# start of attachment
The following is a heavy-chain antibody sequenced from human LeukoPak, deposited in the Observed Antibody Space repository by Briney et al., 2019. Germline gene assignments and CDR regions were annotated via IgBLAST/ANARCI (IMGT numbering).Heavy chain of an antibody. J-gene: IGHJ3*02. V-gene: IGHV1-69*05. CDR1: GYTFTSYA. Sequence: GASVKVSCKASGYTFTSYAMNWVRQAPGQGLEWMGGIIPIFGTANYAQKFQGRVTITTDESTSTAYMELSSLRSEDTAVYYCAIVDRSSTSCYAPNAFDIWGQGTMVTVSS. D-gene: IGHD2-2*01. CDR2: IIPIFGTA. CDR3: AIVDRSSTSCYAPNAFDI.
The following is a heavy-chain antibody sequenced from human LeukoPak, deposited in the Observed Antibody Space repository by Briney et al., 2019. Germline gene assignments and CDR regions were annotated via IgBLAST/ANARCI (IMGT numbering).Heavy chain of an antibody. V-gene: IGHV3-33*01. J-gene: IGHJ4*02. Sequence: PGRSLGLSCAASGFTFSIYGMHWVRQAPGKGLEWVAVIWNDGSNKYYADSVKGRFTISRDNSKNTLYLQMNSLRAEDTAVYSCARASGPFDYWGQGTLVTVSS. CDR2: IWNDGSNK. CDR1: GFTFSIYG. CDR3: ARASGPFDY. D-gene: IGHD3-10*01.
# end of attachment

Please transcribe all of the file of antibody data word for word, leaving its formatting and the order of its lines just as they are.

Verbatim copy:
The following is a heavy-chain antibody sequenced from human LeukoPak, deposited in the Observed Antibody Space repository by Briney et al., 2019. Germline gene assignments and CDR regions were annotated via IgBLAST/ANARCI (IMGT numbering).Heavy chain of an antibody. J-gene: IGHJ3*02. V-gene: IGHV1-69*05. CDR1: GYTFTSYA. Sequence: GASVKVSCKASGYTFTSYAMNWVRQAPGQGLEWMGGIIPIFGTANYAQKFQGRVTITTDESTSTAYMELSSLRSEDTAVYYCAIVDRSSTSCYAPNAFDIWGQGTMVTVSS. D-gene: IGHD2-2*01. CDR2: IIPIFGTA. CDR3: AIVDRSSTSCYAPNAFDI.
The following is a heavy-chain antibody sequenced from human LeukoPak, deposited in the Observed Antibody Space repository by Briney et al., 2019. Germline gene assignments and CDR regions were annotated via IgBLAST/ANARCI (IMGT numbering).Heavy chain of an antibody. V-gene: IGHV3-33*01. J-gene: IGHJ4*02. Sequence: PGRSLGLSCAASGFTFSIYGMHWVRQAPGKGLEWVAVIWNDGSNKYYADSVKGRFTISRDNSKNTLYLQMNSLRAEDTAVYSCARASGPFDYWGQGTLVTVSS. CDR2: IWNDGSNK. CDR1: GFTFSIYG. CDR3: ARASGPFDY. D-gene: IGHD3-10*01.